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  1. Abstract Plants invest a considerable amount of leaf nitrogen in the photosynthetic enzyme ribulose-1,5-bisphosphate carboxylase-oxygenase (RuBisCO), forming a strong coupling of nitrogen and photosynthetic capacity. Variability in the nitrogen-photosynthesis relationship indicates different nitrogen use strategies of plants (i.e., the fraction nitrogen allocated to RuBisCO; fLNR), however, the reason for this remains unclear as widely different nitrogen use strategies are adopted in photosynthesis models. Here, we use a comprehensive database of in situ observations, a remote sensing product of leaf chlorophyll and ancillary climate and soil data, to examine the global distribution in fLNR using a random forest model. We find global fLNR is 18.2 ± 6.2%, with its variation largely driven by negative dependence on leaf mass per area and positive dependence on leaf phosphorus. Some climate and soil factors (i.e., light, atmospheric dryness, soil pH, and sand) have considerable positive influences on fLNR regionally. This study provides insight into the nitrogen-photosynthesis relationship of plants globally and an improved understanding of the global distribution of photosynthetic potential. 
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  2. null (Ed.)
  3. Sills, Jennifer (Ed.)
  4. null (Ed.)
    Deforestation in the Brazilian Amazon is related to the use of fire to remove natural vegetation and install crop cultures or pastures. In this study, we evaluated the relation between deforestation, land-use and land-cover (LULC) drivers and fire emissions in the Apyterewa Indigenous Land, Eastern Brazilian Amazon. In addition to the official Brazilian deforestation data, we used a geographic object-based image analysis (GEOBIA) approach to perform the LULC mapping in the Apyterewa Indigenous Land, and the Brazilian biomass burning emission model with fire radiative power (3BEM_FRP) to estimate emitted particulate matter with a diameter less than 2.5 µm (PM2.5), a primary human health risk. The GEOBIA approach showed a remarkable advancement of deforestation, agreeing with the official deforestation data, and, consequently, the conversion of primary forests to agriculture within the Apyterewa Indigenous Land in the past three years (200 km2), which is clearly associated with an increase in the PM2.5 emissions from fire. Between 2004 and 2016 the annual average emission of PM2.5 was estimated to be 3594 ton year−1, while the most recent interval of 2017–2019 had an average of 6258 ton year−1. This represented an increase of 58% in the annual average of PM2.5 associated with fires for the study period, contributing to respiratory health risks and the air quality crisis in Brazil in late 2019. These results expose an ongoing critical situation of intensifying forest degradation and potential forest collapse, including those due to a savannization forest-climate feedback, within “protected areas” in the Brazilian Amazon. To reverse this scenario, the implementation of sustainable agricultural practices and development of conservation policies to promote forest regrowth in degraded preserves are essential.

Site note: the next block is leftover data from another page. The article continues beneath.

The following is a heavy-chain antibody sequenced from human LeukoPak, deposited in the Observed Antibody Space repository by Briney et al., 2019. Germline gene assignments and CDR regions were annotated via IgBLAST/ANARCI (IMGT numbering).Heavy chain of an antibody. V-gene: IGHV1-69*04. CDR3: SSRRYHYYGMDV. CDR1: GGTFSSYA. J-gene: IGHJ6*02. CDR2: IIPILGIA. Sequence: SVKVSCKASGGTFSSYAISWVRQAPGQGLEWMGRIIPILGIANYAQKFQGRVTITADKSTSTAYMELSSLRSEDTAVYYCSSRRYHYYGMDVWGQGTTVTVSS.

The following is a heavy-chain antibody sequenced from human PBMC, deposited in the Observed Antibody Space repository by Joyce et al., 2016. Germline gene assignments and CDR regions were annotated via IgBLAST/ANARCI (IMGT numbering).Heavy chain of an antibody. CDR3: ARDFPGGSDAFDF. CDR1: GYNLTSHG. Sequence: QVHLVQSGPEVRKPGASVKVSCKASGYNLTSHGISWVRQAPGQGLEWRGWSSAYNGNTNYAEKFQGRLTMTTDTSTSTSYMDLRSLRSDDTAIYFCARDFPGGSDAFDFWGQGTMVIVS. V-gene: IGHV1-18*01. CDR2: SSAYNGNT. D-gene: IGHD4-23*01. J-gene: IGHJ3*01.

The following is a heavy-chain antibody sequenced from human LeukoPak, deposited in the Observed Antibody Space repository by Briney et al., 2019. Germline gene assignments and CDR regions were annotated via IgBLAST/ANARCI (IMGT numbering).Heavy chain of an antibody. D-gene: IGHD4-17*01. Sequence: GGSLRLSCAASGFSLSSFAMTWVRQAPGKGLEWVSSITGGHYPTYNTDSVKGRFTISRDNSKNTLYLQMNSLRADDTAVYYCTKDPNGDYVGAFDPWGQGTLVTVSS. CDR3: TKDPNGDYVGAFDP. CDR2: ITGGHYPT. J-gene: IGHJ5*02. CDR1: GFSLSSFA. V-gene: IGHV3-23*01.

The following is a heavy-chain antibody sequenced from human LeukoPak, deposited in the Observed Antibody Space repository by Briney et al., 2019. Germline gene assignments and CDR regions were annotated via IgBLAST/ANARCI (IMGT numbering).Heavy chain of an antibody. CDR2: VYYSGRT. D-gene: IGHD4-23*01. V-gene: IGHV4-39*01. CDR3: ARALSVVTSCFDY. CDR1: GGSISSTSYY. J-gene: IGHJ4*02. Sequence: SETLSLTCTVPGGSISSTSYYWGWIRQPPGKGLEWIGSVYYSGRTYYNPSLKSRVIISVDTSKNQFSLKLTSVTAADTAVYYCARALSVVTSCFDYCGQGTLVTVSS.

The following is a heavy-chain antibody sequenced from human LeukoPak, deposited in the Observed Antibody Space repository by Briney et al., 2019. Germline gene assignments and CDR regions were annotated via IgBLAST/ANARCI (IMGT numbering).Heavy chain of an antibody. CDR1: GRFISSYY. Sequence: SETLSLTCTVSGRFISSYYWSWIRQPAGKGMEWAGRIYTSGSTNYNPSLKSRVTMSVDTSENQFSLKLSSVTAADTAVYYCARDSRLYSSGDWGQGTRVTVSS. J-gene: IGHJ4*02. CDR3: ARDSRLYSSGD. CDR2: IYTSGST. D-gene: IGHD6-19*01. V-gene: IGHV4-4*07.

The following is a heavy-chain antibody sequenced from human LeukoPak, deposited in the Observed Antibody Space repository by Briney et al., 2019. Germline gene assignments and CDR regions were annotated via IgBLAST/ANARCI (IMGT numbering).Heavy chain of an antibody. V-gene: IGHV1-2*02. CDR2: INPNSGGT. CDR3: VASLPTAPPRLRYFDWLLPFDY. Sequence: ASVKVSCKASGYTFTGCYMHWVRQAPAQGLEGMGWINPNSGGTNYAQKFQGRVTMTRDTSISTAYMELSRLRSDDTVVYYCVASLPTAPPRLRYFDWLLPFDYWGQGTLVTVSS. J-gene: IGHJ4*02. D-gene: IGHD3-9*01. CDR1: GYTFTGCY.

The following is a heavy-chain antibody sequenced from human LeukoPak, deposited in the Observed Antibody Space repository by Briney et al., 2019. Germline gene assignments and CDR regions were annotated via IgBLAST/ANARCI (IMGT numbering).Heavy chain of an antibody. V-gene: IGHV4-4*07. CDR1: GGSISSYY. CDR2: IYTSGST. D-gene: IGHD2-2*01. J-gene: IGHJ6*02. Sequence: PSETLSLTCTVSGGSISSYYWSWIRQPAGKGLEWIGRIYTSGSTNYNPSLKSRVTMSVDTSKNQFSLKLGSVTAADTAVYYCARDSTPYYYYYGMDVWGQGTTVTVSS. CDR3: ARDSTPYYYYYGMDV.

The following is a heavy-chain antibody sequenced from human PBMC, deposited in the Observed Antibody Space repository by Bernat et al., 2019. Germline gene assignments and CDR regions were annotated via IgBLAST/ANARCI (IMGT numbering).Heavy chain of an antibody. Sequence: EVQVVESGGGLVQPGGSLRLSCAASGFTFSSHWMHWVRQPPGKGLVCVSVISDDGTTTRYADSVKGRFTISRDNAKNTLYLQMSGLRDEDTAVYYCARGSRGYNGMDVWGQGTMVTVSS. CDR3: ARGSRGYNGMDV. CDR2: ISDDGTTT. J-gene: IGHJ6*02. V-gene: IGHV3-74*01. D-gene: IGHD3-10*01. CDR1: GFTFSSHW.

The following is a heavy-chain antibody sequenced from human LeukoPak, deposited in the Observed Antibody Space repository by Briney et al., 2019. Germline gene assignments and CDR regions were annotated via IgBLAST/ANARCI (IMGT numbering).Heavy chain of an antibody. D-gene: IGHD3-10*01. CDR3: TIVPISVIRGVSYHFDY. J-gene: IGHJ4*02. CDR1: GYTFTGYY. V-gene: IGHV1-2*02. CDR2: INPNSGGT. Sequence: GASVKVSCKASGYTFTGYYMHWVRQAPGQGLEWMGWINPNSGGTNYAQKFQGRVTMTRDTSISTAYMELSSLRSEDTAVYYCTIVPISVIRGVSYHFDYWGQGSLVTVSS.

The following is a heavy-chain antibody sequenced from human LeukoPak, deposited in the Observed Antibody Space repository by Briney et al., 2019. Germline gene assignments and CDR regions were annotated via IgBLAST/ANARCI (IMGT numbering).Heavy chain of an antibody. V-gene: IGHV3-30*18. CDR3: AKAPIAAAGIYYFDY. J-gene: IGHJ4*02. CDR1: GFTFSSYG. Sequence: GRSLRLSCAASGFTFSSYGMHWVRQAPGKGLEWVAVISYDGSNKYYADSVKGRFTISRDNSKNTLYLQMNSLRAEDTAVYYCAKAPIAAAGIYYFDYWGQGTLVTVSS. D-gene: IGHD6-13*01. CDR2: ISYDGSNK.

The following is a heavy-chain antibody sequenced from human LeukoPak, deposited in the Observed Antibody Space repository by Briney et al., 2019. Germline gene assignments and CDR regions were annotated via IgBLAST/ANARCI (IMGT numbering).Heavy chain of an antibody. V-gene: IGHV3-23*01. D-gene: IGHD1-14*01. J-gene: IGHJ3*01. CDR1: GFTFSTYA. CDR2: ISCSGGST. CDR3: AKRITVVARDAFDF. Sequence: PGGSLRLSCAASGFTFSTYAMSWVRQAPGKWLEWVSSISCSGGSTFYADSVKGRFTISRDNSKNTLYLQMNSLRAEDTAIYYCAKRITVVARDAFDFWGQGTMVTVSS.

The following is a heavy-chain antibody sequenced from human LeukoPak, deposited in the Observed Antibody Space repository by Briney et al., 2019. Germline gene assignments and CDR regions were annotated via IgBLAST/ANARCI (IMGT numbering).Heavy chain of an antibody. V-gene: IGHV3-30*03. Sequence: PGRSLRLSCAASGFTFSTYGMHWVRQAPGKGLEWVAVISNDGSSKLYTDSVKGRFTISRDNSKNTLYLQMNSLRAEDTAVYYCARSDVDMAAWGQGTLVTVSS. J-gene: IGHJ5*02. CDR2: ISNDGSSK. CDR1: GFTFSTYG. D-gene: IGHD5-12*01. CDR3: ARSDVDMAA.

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  5. The enhanced vegetation productivity driven by increased concentrations of carbon dioxide (CO2) [i.e., the CO2fertilization effect (CFE)] sustains an important negative feedback on climate warming, but the temporal dynamics of CFE remain unclear. Using multiple long-term satellite- and ground-based datasets, we showed that global CFE has declined across most terrestrial regions of the globe from 1982 to 2015, correlating well with changing nutrient concentrations and availability of soil water. Current carbon cycle models also demonstrate a declining CFE trend, albeit one substantially weaker than that from the global observations. This declining trend in the forcing of terrestrial carbon sinks by increasing amounts of atmospheric CO2implies a weakening negative feedback on the climatic system and increased societal dependence on future strategies to mitigate climate warming.

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